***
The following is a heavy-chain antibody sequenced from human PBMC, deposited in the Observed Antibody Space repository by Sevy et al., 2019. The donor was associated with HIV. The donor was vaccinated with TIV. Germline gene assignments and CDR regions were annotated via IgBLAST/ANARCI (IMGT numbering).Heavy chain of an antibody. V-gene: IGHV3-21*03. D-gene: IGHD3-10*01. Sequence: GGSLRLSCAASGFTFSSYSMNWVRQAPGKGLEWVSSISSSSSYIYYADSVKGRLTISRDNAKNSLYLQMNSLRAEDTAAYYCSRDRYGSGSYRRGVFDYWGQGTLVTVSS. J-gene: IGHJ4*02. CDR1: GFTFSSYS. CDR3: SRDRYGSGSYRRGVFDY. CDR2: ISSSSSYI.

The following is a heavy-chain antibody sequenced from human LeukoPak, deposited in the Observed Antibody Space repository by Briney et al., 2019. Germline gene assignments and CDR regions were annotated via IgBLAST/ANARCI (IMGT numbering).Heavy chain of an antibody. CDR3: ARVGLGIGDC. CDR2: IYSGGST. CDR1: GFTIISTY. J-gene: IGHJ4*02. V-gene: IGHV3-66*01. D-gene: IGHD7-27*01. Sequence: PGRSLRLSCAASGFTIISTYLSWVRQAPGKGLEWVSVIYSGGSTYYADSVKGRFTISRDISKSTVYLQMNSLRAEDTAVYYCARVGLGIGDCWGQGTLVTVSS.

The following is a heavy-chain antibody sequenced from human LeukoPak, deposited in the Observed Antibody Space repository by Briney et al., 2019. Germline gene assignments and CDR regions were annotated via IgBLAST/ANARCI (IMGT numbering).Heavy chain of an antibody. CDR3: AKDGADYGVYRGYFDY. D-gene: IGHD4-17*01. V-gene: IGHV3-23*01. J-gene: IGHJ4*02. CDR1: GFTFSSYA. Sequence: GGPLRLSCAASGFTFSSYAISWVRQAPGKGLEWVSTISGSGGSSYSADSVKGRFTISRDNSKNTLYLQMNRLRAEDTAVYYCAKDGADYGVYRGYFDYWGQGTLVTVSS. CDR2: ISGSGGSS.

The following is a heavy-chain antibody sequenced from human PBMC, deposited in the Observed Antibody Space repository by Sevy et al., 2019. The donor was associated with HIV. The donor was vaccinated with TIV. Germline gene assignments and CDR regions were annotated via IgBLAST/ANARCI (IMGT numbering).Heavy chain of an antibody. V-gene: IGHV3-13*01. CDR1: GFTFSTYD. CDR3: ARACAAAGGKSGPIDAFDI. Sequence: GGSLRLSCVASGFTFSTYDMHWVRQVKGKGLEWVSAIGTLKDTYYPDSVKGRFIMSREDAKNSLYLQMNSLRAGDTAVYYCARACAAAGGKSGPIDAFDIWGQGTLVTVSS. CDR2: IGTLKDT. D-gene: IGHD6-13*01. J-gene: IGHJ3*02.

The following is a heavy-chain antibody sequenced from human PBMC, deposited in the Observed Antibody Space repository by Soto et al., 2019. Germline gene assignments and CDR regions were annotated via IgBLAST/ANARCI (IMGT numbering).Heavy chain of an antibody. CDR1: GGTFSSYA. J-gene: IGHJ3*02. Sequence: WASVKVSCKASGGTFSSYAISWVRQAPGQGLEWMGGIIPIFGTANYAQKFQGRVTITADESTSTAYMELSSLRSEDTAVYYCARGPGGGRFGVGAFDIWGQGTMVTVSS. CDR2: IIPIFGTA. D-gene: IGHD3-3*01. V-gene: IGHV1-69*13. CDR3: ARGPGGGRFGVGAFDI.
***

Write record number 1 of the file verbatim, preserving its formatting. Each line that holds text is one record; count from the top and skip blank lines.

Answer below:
The following is a heavy-chain antibody sequenced from human PBMC, deposited in the Observed Antibody Space repository by Sevy et al., 2019. The donor was associated with HIV. The donor was vaccinated with TIV. Germline gene assignments and CDR regions were annotated via IgBLAST/ANARCI (IMGT numbering).Heavy chain of an antibody. V-gene: IGHV3-21*03. D-gene: IGHD3-10*01. Sequence: GGSLRLSCAASGFTFSSYSMNWVRQAPGKGLEWVSSISSSSSYIYYADSVKGRLTISRDNAKNSLYLQMNSLRAEDTAAYYCSRDRYGSGSYRRGVFDYWGQGTLVTVSS. J-gene: IGHJ4*02. CDR1: GFTFSSYS. CDR3: SRDRYGSGSYRRGVFDY. CDR2: ISSSSSYI.